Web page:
3. I agree 100%. Without a strategy to look at a long term benefit which focuses on continuous improvement not only through RPA but cognitive methods , it would be very difficult to achieve anything moe than 40% of cost or effort efficiency. Also it is important to continuously identify the areas of automation as more and more of unstructured data into the system will need a different approach to look at standard processes.

  4. @Cheryl – who was it who said, “The definition of insanity is doing the same thing over and over again and expecting different results” =)


  5. @Meena – yep. once you start automating, you need to start layering on more automation to automate the automation… it’s an ongoing journey


  6. @kartik – you are right to be a skeptic, as those firms approaching RPA purely with a legacy cost reduction mindset will be disappointed without the broader perspective of the value RPA can drive right across the Continuum. This is precisely the point of my blog… RPA is provides the platform for a much broader transformation, with the real $$$ impact coming further down the road from a more flexible, digital infrastructure and much better quality data to drive cognitive and predictive analytics,


  7. 9 ‘Phil, I agree’ comments and no counterviews yet? Hindsight makes us feel like gods.

    Do we really believe that the CFOs, COOs and CIOs of large corporations (need to) understand the interplay of processes, technology and businesses? When an organization chose a certain degree of automation when it implemented ERP 20 years ago, it was really a commercial rather than a technological decision. With more dollars, it could have probably got a different mix of technology and humans. But why should they have done that?

    Analysts have cottoned on to RPA after 15 years as though this is a magic wand. Why blame the CXOs? More importantly why should a BPO client put money into the Intelligent Automation space when it could focus on its business and go with the right vendor who comes up on top in the near future. Are they in the business of technology or are they using technology for business?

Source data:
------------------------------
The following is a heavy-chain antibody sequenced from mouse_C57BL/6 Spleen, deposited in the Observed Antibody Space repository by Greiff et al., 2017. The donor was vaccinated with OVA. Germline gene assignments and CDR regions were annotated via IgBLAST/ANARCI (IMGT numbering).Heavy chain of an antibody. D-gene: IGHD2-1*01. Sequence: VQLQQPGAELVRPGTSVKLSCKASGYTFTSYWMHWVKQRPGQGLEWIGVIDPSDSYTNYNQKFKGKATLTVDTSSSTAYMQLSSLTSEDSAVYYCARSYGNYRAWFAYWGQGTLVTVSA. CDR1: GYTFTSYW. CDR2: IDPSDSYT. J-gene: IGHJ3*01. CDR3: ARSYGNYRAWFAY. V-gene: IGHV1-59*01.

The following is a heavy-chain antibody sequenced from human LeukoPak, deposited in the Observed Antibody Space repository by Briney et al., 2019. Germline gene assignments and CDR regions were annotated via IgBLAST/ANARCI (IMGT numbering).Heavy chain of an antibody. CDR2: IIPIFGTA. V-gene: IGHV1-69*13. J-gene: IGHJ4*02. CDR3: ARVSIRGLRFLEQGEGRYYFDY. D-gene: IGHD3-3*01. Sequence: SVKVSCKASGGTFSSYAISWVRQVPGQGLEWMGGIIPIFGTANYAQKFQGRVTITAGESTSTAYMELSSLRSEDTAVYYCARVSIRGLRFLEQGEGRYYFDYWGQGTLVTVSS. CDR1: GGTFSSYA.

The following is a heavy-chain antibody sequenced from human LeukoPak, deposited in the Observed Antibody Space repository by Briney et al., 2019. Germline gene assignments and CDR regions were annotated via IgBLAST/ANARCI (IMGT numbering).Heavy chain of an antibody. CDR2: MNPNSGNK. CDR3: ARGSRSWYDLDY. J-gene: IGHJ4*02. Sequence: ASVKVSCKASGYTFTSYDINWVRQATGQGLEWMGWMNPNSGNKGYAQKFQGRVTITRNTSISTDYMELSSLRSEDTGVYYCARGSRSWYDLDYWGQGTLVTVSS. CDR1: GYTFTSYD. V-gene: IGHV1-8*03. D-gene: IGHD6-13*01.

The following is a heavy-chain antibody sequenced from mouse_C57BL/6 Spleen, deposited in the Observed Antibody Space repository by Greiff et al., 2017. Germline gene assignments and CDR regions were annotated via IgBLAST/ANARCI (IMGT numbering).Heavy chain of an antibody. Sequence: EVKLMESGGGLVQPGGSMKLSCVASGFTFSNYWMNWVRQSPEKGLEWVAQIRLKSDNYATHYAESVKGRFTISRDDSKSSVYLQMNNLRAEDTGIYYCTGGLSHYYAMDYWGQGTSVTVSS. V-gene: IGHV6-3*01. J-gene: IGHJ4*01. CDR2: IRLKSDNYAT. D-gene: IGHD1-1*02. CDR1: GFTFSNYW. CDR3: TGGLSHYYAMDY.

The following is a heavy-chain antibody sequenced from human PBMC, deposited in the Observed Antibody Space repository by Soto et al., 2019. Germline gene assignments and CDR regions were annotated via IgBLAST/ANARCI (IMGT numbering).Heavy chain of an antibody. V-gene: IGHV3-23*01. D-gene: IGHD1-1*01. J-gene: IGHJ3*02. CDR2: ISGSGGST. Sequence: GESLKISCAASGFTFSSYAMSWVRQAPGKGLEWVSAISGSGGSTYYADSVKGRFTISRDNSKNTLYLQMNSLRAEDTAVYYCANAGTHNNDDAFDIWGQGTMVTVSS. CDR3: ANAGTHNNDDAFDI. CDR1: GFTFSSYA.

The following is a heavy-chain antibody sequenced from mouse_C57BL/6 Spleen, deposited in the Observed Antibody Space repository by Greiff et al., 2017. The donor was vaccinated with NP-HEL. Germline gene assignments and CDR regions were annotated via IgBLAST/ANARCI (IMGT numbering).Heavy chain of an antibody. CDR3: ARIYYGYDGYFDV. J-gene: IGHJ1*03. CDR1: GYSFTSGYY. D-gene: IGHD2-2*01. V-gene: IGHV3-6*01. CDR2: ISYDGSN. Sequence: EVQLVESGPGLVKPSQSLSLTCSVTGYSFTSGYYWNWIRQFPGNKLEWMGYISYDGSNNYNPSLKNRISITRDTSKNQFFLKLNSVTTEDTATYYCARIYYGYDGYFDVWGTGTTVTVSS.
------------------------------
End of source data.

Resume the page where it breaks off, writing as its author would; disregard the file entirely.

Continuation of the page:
8. @Raja- hindsight is a great science for us analysts =)

    I could easily have name this blog “Avoid the mistakes we all made with ERP, when examining RPA”. At least with BPO the lock in is more contractual than technical – the number one reason holding back firms from investing in Digital, for example, is their imprisonment to legacy systems and software. RPA is no magic wand, by all means, in fact most of it is retro-fitting workflow to legacy apps to make then run processes better. It is not a means to an end, but a temporary patch to help progress the holding pattern of non-standardized processes to something more efficient and workable. Hence my focus on RPA being a step on a longer journey, as opposed to the answer itself…


  9. I completely agree with you that RPA is a small part of the continuum. I am with the BPO part of a large IT organization and truly believe that the investments that the parent is making in the Intelligent Automation space is well deserved and will be fruitful. I attribute the small divergence in views to probably the intended audience of your blog (users vs tech companies).

    OCR technologies have been in existence for donkeys years. A drop in OCR accuracy from say 98% to 90% could mean a 5-10 X increase in manpower requirements. As an operations person, I will aim at the optimum mix of tech & humans. BPOs should lead the techies on highlighting requirements or white spaces but should always lag a wee bit in implementation if they have to do justice to their clients and the SLAs.

    Similarly, BPO customers (which is pretty much all other industries) should constantly watch out for what is available in the market and evaluate suitability for their business; should work towards a clean slate digital strategy, etc. But I am not too sure that a CFO should invest money in what is necessarily R&D

  10. Phil, absolutely. At the recent RPA event the message was consistent. The transformation journey is made of many parts and not considering that whilst spending money on something as tactical as RPA will be big mistake. Rapid changes in digital transformation, IT re-engineering, cloud and big data are also having significant cost impacts on the cost of the workforce.

    We are firm believers in a transformation Center of Excellence and whilst often the COE “term” is banded around like every other acronym, it is more critical now that ever. ALL ideas for optimization, transformation, re-egnineering, Robotic Automation (Desktop and RPA) should come into a central group and decisively acted upon (correctly choosing the right technology). Rapid prototyping, fail fast, agile development are just as much game changers as the technology itself. Without a COE putting in some direction and control, all you do will be a band-aid – and indeed, we don’t want to go there again.